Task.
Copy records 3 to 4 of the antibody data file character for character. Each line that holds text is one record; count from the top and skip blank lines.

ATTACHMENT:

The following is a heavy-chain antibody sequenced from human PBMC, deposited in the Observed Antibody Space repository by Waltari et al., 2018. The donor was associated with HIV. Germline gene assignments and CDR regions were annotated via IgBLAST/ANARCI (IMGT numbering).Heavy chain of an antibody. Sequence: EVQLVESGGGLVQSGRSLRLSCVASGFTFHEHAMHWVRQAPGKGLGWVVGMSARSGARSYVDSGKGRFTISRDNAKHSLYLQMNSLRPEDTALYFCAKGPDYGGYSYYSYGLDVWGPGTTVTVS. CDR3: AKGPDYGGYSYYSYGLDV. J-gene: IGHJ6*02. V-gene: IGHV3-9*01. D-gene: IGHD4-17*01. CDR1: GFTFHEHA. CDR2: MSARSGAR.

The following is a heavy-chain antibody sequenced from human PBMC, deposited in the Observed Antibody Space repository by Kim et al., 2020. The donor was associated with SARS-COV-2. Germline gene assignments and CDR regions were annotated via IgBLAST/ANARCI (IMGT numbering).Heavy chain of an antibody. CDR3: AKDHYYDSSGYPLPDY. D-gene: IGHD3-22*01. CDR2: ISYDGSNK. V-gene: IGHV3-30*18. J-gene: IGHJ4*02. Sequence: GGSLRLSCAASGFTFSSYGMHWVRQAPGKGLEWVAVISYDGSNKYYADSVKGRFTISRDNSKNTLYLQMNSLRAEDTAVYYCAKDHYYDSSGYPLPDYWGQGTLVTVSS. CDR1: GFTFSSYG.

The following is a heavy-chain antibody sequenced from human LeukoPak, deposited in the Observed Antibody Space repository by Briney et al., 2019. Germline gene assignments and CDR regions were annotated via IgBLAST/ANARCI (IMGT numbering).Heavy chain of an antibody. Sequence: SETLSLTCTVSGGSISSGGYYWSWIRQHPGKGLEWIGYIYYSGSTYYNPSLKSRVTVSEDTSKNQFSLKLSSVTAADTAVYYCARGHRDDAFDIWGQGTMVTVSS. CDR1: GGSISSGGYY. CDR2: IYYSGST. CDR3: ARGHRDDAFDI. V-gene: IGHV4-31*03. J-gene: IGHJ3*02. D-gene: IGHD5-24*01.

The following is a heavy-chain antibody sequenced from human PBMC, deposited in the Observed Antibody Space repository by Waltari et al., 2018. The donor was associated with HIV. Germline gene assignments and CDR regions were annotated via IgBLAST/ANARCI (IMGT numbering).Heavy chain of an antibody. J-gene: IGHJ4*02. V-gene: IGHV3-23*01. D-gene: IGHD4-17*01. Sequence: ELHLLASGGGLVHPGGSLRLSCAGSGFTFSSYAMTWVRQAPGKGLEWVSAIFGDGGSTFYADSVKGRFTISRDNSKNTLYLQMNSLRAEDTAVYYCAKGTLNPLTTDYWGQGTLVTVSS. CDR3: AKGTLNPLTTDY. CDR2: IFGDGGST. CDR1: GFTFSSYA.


The following is a heavy-chain antibody sequenced from human LeukoPak, deposited in the Observed Antibody Space repository by Briney et al., 2019. Germline gene assignments and CDR regions were annotated via IgBLAST/ANARCI (IMGT numbering).Heavy chain of an antibody. Sequence: SETLSLTCTVSGGSISSGGYYWSWIRQHPGKGLEWIGYIYYSGSTYYNPSLKSRVTVSEDTSKNQFSLKLSSVTAADTAVYYCARGHRDDAFDIWGQGTMVTVSS. CDR1: GGSISSGGYY. CDR2: IYYSGST. CDR3: ARGHRDDAFDI. V-gene: IGHV4-31*03. J-gene: IGHJ3*02. D-gene: IGHD5-24*01.

The following is a heavy-chain antibody sequenced from human PBMC, deposited in the Observed Antibody Space repository by Waltari et al., 2018. The donor was associated with HIV. Germline gene assignments and CDR regions were annotated via IgBLAST/ANARCI (IMGT numbering).Heavy chain of an antibody. J-gene: IGHJ4*02. V-gene: IGHV3-23*01. D-gene: IGHD4-17*01. Sequence: ELHLLASGGGLVHPGGSLRLSCAGSGFTFSSYAMTWVRQAPGKGLEWVSAIFGDGGSTFYADSVKGRFTISRDNSKNTLYLQMNSLRAEDTAVYYCAKGTLNPLTTDYWGQGTLVTVSS. CDR3: AKGTLNPLTTDY. CDR2: IFGDGGST. CDR1: GFTFSSYA.